***Editor’s Note: This article was published as part of the satirical April 1, 2015
Many members of the Class of 2017 became confused this past week when they received emails from the Housing Office announcing a lack of singles. Most were sure that their numbers were good enough such that they could be guaranteed singles, as in my case. My number was below average last year, so when I found out that my number was 105th in my entire class’s lottery number range, I was overjoyed. Being in the top 20 percent, I could not imagine any situation where I, or my blocking partner, would ever be denied a single. Turns out I didn’t have to imagine it, because it happened.
The new, improved lottery system has been put to blame, though hesitantly, since thus far the paperless system has been positively received as “totally not confusing” (A. Lyer) and “so well thought-out that not one person has attempted to contact the Housing Office” (Sum Kidd) by the student population. However, after a great deal of thought, I have realized in my official capacity as a sophomore who has absolutely no training in political science or economics, that this year’s housing process is the biggest accomplishment in political science and economics that Wellesley has ever come up with in the history of the College.
I used to be like some students of the sophomore class who were mildly frustrated by their unexpected loss of a single, such as Ann Gree ’17, who calmly commented, “What the living [redacted]. I had to live on Freeman this year because last year because wherever the [redacted] else are you going to live when your number is [redacted] 1888?! I suffered having to live in, I can’t even say it, East Side while all of my friends lived in Tower and when I had my one chance to be in the first half of the lottery numbers I find out that I can’t even live in a single… even at Bates! Which was my 15th choice after [redacted] Orchard [redacted] Apartments – wherever the [redacted] that is.” Though I understand this anger — I, too, was once Gree — I have since realized that our frustration is born out of ignorance.
Here at Wellesley College, students spend a great deal of time, energy, and money to receive the best education possible — one that will prepare them to succeed in the real world. The housing office’s policy changes were clearly made in an effort to better imitate the world we as students will enter, thereby helping us achieve success.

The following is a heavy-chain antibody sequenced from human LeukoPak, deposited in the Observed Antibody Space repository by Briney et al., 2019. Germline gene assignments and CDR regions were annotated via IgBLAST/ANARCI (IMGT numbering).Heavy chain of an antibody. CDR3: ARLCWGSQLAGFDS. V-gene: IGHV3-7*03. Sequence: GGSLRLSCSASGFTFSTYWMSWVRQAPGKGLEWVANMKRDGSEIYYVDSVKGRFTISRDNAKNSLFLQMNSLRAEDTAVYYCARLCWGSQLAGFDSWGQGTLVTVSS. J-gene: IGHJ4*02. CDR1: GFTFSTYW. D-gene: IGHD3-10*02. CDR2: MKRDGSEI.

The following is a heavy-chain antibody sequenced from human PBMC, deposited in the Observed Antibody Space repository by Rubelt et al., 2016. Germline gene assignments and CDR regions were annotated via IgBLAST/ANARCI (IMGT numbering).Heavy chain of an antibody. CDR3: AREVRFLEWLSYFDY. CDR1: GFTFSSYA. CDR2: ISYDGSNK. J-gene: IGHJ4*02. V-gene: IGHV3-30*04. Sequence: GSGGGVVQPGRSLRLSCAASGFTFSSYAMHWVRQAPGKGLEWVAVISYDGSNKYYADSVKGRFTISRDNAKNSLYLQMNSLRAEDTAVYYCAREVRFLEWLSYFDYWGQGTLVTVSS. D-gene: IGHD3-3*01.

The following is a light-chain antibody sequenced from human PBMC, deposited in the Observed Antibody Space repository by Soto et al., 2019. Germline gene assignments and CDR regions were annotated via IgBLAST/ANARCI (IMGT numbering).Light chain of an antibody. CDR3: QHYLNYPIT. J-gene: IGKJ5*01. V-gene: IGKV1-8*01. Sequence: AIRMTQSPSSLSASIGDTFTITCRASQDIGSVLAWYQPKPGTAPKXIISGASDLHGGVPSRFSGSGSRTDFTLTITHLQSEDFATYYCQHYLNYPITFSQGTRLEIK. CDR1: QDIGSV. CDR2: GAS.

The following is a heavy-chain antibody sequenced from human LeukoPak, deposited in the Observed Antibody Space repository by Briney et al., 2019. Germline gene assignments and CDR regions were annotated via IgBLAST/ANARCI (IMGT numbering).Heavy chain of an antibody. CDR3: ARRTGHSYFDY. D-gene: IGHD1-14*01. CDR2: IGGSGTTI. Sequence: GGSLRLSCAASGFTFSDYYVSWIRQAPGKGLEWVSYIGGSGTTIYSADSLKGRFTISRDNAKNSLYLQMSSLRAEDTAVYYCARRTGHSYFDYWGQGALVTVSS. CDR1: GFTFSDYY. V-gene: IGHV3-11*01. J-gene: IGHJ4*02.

What can better represent the real world than a housing system that only guarantees singles to those holding the top lottery numbers in the junior class? Sure, this kind of system had already been in place, but the office has enhanced the realism of the situation by taking the low number-high number disparity to such extreme levels that, only the top 15 percent of lottery numbers are guaranteed singles. That’s right, a student’s chances of getting a single all depend on having one of a small percentage of lottery numbers, a factor that students have very little say in, can do very little to improve on, no matter who they are personally, how hard they work, or how much they believe in the Wellesley Dream to become some glorious combination of Hillary Clinton and Beyonce. Those top 15 percent get to hold power over 10 percent of singles available to juniors. Obviously, this policy will allow us as a class to better understand and gain some first-hand experience with life outside “the bubble.”
They have already chosen to be generous by rejecting the move to guarantee housing to only the top 66 percent of all students with the highest income, and now they have changed the lottery to better reflect the real world in other ways.
The other 85 percent of the incoming junior class who were not guaranteed singles, including myself, will get to experience the kind of decision-making that many do in the real world, between sticking by your blocking family in an unexpectedly unfavorable living situation, or abandoning them to have some chance at attaining our original housing goals.
Finally, through the new blocking rules, we will get to practice the valuable skills that this kind of system inevitably forces people to hone, such as desperately networking with the 15 percent in an attempt to have a better chance at living in a single. Some may learn the importance of taking advantage of loopholes by blocking with rising seniors.
In the future, we may even see some capitalist phenomena such as the 85 percent paying property-holders under the table to get the living spaces they want; it’s a perfect way to practice trying to find housing in places like New York. Obviously, the educational potential in this new system is limitless, and I hope you think so too, although you don’t really have a choice.
Rumors are that The Housing Office’s next step of scaling back the housing guarantee will consider more students’ housing circumstances and work to improve them. Some say it is to be called the “Understanding Homelessness Initiative.”
Photo Courtesy of Wellesley College